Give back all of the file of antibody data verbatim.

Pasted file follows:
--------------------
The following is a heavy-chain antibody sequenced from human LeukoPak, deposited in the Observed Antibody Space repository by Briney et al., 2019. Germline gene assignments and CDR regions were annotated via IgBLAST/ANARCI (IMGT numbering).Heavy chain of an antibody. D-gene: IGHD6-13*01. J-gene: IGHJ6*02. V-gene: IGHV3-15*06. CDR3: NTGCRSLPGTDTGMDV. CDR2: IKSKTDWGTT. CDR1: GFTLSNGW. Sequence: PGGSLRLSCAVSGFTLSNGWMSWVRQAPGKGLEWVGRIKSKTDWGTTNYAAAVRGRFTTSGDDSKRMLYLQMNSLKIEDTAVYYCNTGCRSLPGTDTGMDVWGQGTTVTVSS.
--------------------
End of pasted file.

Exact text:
The following is a heavy-chain antibody sequenced from human LeukoPak, deposited in the Observed Antibody Space repository by Briney et al., 2019. Germline gene assignments and CDR regions were annotated via IgBLAST/ANARCI (IMGT numbering).Heavy chain of an antibody. D-gene: IGHD6-13*01. J-gene: IGHJ6*02. V-gene: IGHV3-15*06. CDR3: NTGCRSLPGTDTGMDV. CDR2: IKSKTDWGTT. CDR1: GFTLSNGW. Sequence: PGGSLRLSCAVSGFTLSNGWMSWVRQAPGKGLEWVGRIKSKTDWGTTNYAAAVRGRFTTSGDDSKRMLYLQMNSLKIEDTAVYYCNTGCRSLPGTDTGMDVWGQGTTVTVSS.